Deadlift Form check (rounded back) Deadlift Form check (rounded back)

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Thread: Deadlift Form check (rounded back)

  1. #1
    Join Date
    Mar 2020
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    Default Deadlift Form check (rounded back)

    • wichita falls texas december seminar 2020
    Yesterday I did tried doing 1 set of 5 reps for Deadlift at 170kg (375lb), however I did 2 reps and stopped as I felt my back was rounded. I then rested for a bit and attempted to try to get 3 reps, My first rep felt like my back was set (but it was round) and I started my second rep and felt my back unset and so I stopped the set (was kind of frustrated) and I then rested a few minutes and did 5 reps at 120kg to see if my form was better with light weight, but it was not.

    170kg Deadlift - YouTube
    120kg Deadlift - YouTube

  2. #2
    Join Date
    Jun 2014
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    These aren't filmed from the correct angle, so the feedback will be limited. Reference the sticky for next time.

    You're not getting all of the "slack" out of the bar when you set your back. I don't know why you keep looking around before you pull, but stop that.

    You're also pulling around your knees as you dip your hips to get the bar broken off the ground.

    Set the back harder where the bar is bending upward and the arms feel like they're going to tear off, then break the bar off the ground by starting to straighten the knees.

  3. #3
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    Mar 2020
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    Thanks heaps for the feedback, I will try to apply what you have said, also I will film from a better angle.

  4. #4
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    Mar 2020
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    I decided I would do 110kg for 2 reps for some form practise and critique. My back feels straighter, I was focusing on getting the slack out of the bar and pushing my stomach out. However it seems like my hips are slightly dipping is this bad, or is it just because I'm pulling the slack out of the bar? Also I kind of struggle to get my back set from the bottom, probably because of my short torso but I found setting my back a lot easier with that set.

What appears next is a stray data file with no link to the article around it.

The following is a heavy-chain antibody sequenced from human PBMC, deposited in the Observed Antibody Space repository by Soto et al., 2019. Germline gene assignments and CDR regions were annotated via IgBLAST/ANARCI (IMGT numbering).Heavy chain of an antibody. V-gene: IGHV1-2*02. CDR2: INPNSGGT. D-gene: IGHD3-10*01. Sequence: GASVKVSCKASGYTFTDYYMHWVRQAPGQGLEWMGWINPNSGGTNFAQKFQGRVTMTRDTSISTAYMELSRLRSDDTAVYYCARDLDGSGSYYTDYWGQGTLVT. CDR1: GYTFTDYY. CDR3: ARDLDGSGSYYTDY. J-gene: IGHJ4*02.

5. #5
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    Mar 2020
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    Sorry forgot to include link to the lift. Also is the camera angle optimal?
    YouTube

  6. #6
    Join Date
    Feb 2016
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    Cologne, Germany
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    Quote Originally Posted by Pete Troupos View Post
    These aren't filmed from the correct angle, so the feedback will be limited. Reference the sticky for next time.

    You're not getting all of the "slack" out of the bar when you set your back. I don't know why you keep looking around before you pull, but stop that.

    You're also pulling around your knees as you dip your hips to get the bar broken off the ground.

    Set the back harder where the bar is bending upward and the arms feel like they're going to tear off, then break the bar off the ground by starting to straighten the knees.
    Please explain why this camera angle is not correct. Never understood it and think itís quite useful (at least if itís not the only angle) because itís the only angle where you really can see the back angle and the bar path.

    So isnít it really a helpful angle to film from if you have the other angles too?

  7. #7
    Join Date
    Jun 2014
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    starting strength coach development program
    Quote Originally Posted by Sawyer View Post
    Please explain why this camera angle is not correct. Never understood it and think it’s quite useful (at least if it’s not the only angle) because it’s the only angle where you really can see the back angle and the bar path.

    So isn’t it really a helpful angle to film from if you have the other angles too?
    I'd like a better shot of the shin angle. I want to see what he's doing with his feet. Are his toes forward or turned out?
    Where is the bar relative to midfoot? It's a better total picture and I can still see what his back is doing.

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